Jim Shannon: My colleague, Paul, and I are incredibly interested in this matter, and you will see that we have a cross-section of the political parties. Paul and I have both done a lot of lobbying within Government on this, and I have had various meetings with Ministers. The Government have indicated that they would appreciate a debate on the issue before 10 December, when the relevant Bill will come before the House again. The purpose behind that is to give the Minister a chance to update us and to chart out where they hope things will go.
Every MP in this House will have someone in their constituency whose life has been saved by an AED. There isn’t an MP in this House who does not know of a case—some of us perhaps know of more than others. I will tell you very quickly about one case, which happened at a football match in Portavogie in my constituency. A man had a heart attack at the side of the pitch and they were able to save his life, there and then, because the local football club had an AED. The availability of AEDs is so important when it comes to saving lives, and in working hard for those first two minutes.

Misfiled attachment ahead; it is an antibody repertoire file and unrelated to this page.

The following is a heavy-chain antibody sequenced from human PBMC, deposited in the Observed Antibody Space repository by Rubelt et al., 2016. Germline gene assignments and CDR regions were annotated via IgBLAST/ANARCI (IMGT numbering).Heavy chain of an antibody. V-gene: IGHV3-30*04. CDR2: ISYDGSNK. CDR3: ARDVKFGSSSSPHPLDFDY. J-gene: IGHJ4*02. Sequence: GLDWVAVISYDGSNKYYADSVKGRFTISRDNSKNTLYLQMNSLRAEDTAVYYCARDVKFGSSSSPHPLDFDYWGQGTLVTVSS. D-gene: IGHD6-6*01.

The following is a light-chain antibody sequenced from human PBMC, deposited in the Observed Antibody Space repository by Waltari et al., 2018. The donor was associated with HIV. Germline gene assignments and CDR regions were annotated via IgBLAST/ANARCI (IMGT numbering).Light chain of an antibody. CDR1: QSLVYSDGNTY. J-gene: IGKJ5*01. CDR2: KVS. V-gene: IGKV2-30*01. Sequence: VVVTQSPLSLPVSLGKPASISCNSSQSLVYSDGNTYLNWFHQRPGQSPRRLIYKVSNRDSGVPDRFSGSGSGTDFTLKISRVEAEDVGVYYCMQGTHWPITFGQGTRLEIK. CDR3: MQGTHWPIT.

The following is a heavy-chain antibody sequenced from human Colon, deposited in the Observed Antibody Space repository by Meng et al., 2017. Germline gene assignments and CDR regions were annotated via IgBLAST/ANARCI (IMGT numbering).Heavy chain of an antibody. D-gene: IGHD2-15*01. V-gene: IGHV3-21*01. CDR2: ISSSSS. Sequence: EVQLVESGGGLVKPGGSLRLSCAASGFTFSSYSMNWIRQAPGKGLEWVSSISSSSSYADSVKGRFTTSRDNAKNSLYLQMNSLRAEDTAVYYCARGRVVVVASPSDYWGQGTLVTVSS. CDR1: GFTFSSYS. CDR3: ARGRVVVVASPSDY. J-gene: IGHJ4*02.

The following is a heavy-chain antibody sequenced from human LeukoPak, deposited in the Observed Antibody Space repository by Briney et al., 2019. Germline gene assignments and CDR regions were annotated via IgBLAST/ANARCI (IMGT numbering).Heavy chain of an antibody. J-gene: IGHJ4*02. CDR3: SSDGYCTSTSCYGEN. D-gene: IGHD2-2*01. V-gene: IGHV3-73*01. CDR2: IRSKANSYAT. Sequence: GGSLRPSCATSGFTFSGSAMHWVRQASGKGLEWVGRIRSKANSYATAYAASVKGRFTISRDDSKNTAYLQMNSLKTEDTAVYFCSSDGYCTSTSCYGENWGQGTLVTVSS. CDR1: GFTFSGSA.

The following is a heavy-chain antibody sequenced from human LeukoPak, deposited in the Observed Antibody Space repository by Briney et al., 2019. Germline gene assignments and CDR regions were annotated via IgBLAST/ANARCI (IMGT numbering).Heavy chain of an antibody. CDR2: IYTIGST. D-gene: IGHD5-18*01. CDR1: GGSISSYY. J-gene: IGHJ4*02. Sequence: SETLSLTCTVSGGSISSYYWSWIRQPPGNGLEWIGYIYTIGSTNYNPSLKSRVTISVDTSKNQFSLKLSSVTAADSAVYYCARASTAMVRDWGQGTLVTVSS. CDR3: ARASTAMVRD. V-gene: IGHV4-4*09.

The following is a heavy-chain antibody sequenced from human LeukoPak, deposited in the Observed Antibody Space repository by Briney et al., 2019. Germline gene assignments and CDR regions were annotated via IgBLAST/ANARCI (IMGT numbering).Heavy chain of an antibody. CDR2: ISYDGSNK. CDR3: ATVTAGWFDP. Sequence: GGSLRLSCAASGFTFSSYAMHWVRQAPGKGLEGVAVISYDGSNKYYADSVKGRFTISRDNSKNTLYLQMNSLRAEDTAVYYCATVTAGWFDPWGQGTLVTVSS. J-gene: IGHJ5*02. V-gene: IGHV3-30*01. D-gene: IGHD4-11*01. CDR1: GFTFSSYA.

I am very proud of my heritage in Northern Ireland. Frank Pantridge, who invented AEDs, was from Hillsborough in Northern Ireland, so it is with great pride that we propose this debate, ever mindful that, once again, Northern Ireland has led the way.
Chair: Thank you very much. Do colleagues have any questions?
Q7 Bob Blackman: The Chair and I were both at St James’ Park on Sunday.
Jim Shannon: Well, there you are.
Bob Blackman: So we saw exactly the point you were making.
Paul Howell: I was there, too.
Chair: So was I.
Bob Blackman: At least one of us was satisfied with the outcome.